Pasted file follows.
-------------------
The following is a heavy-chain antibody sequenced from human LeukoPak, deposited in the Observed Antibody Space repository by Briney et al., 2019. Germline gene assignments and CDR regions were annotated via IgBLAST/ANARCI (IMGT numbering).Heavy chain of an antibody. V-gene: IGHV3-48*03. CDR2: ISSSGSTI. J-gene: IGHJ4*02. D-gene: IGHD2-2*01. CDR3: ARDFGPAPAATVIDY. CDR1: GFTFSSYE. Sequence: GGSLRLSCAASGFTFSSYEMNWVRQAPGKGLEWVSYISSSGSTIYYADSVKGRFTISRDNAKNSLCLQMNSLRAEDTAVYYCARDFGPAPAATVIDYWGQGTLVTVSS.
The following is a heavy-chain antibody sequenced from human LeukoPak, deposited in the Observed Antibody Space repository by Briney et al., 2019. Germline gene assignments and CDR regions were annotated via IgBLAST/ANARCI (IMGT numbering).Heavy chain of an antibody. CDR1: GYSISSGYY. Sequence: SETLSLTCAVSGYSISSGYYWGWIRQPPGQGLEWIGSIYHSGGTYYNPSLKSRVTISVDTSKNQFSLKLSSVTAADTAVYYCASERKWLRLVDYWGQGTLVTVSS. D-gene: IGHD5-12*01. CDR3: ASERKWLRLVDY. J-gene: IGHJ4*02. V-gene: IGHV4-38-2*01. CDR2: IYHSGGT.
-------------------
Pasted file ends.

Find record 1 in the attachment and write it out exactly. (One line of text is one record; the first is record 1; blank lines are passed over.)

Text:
The following is a heavy-chain antibody sequenced from human LeukoPak, deposited in the Observed Antibody Space repository by Briney et al., 2019. Germline gene assignments and CDR regions were annotated via IgBLAST/ANARCI (IMGT numbering).Heavy chain of an antibody. V-gene: IGHV3-48*03. CDR2: ISSSGSTI. J-gene: IGHJ4*02. D-gene: IGHD2-2*01. CDR3: ARDFGPAPAATVIDY. CDR1: GFTFSSYE. Sequence: GGSLRLSCAASGFTFSSYEMNWVRQAPGKGLEWVSYISSSGSTIYYADSVKGRFTISRDNAKNSLCLQMNSLRAEDTAVYYCARDFGPAPAATVIDYWGQGTLVTVSS.